Suchart comes with an unlimited creative mode and a Story mode. Set in a futuristic sci-fi timeline where the galaxy is colonized by strange aliens, you are employed by the artistic talents in the year 2130. With your sibling to help you out, your life in this game revolves around your studio. Your goal? To create to your hearts content. That’s it. There’s no survival mechanics. All you do is make art, and the game excels.
The physics of the art tools are fantastic. It really feels like you’re painting in reality, without all the downsides. I’d love to paint but it’s both expensive and messy, and requires a lot of free space. I live in the equivalent of a cupboard, so there’s not much room to spread my creative wings besides a laptop. There’s so many different paints, pencils and options available to purchase, and in creative mode you start with everything unlocked.
In Story Mode, you get to build up your studio from humble beginnings into a fortune with commissions from clients, and as far as I know, these are unlimited, so there’s no end of the content. Once you’ve unlocked all the ranks, you’ll continue to get commissions forever, so you can keep playing and unlocking whatever you wish. My favourite part of the game is your own virtual studio where you can put up your favourite paintings and bring in even more money and fame. It’s a lovely example of progression and shows how far you’ve come.
You’re free to take as many or little commissions as you want, with no pressure or time constraints. The game’s design is geared a simple ideology: art is subjective and can never be bad. No matter what you make, your clients will like it and pay you, no questions asked. So don’t worry if your client’s wish to draw them an orange ends up looking like a cat.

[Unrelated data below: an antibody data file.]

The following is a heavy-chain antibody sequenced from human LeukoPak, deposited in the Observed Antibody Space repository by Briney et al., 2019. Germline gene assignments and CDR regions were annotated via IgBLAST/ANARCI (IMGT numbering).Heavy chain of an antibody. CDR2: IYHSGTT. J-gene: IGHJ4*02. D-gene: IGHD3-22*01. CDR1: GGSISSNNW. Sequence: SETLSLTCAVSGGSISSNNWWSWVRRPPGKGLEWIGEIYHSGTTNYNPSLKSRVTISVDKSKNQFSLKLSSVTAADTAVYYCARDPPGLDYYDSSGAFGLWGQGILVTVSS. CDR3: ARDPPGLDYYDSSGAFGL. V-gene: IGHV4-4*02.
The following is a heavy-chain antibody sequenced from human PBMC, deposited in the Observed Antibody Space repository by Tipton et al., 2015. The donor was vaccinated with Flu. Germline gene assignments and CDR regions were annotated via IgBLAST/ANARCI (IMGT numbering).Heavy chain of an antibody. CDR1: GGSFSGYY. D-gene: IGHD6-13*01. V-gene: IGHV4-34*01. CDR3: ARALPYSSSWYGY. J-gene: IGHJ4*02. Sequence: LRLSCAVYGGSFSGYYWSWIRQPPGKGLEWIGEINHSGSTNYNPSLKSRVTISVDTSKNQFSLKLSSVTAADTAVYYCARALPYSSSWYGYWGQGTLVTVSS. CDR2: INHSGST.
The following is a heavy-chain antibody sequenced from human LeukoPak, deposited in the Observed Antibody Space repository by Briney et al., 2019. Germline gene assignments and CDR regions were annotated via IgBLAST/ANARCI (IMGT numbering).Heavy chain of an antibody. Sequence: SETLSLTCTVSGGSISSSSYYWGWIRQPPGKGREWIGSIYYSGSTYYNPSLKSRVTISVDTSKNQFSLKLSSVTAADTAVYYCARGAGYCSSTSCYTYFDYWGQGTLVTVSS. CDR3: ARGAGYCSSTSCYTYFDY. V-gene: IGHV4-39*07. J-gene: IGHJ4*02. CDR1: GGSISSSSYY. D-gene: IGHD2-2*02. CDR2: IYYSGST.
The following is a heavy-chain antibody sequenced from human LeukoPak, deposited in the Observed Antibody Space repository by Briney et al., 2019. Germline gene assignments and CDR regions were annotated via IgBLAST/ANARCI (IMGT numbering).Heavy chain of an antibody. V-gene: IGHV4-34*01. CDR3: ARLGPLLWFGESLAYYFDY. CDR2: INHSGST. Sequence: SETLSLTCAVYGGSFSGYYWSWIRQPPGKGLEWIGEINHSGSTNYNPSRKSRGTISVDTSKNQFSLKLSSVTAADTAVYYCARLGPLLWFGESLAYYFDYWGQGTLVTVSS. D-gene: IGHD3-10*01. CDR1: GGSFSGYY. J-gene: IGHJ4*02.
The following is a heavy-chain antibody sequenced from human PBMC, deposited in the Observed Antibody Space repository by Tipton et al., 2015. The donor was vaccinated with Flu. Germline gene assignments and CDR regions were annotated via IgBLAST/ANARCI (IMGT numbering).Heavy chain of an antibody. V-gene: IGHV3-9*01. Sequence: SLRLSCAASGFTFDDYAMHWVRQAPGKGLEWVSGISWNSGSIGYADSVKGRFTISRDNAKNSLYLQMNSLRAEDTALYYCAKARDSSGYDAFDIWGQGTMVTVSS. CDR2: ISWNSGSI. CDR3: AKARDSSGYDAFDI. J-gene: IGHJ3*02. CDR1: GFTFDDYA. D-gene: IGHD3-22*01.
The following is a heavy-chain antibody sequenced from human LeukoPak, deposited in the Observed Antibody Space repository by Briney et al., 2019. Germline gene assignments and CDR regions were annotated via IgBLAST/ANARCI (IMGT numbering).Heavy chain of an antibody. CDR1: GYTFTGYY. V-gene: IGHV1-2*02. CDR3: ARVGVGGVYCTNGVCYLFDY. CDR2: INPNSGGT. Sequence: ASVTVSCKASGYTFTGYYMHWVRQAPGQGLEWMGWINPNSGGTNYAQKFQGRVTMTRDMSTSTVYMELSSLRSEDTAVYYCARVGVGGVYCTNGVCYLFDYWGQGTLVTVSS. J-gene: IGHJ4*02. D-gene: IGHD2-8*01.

While I adore this mechanic, it could be cool to have a more competitive mode where you are marked on accuracy. I like it’s not in the game by default because it may put many people off the game (more accessibility is a good thing!) but it might be something to look into for future updates. More options are great, but I don’t know how easy this would be to implement.
The game is also surprisingly well optimized for the physics. I played both the demo and the full game on a ‘Gaming laptop’, with GTX 1060 Max-Q 6GB graphics, Intel i7 8750H processor and 32gb ram, with the game installed on a SSD. It runs without problems at 60FPS on highest settings, no questions asked, and barely takes up 2gb storage. The game also runs well on integrated graphics, and I hit 30fps on high settings with the Intel HD 615 graphics chip. You may run into framerate problems when things get busier, though I haven’t been able to test it fully.
Unlike most games I’ve played this year, I can’t think of much to criticize. All I can think of are minor suggestions like the different difficulty modes and more content, which is on the way in the roadmap. It’s honestly a perfect example of what an artistic sim should be. It’s an artist’s dream, runs well and has a ton of content.
There is nothing else on the market that comes close to what Suchart! accomplishes.
I thought long and hard what the final game would be. I had several options for this last slot. Everspace 2 is a high-quality release, Potion Craft is an excellent example of Kingdom Come Deliverance’s alchemy mechanic into a full experience, and The Last Spell was very close to making the list on atmosphere alone. However, I decided upon Mech Armada for the last game to showcase. It took me time to get into Mech Armada, but it really grew on me.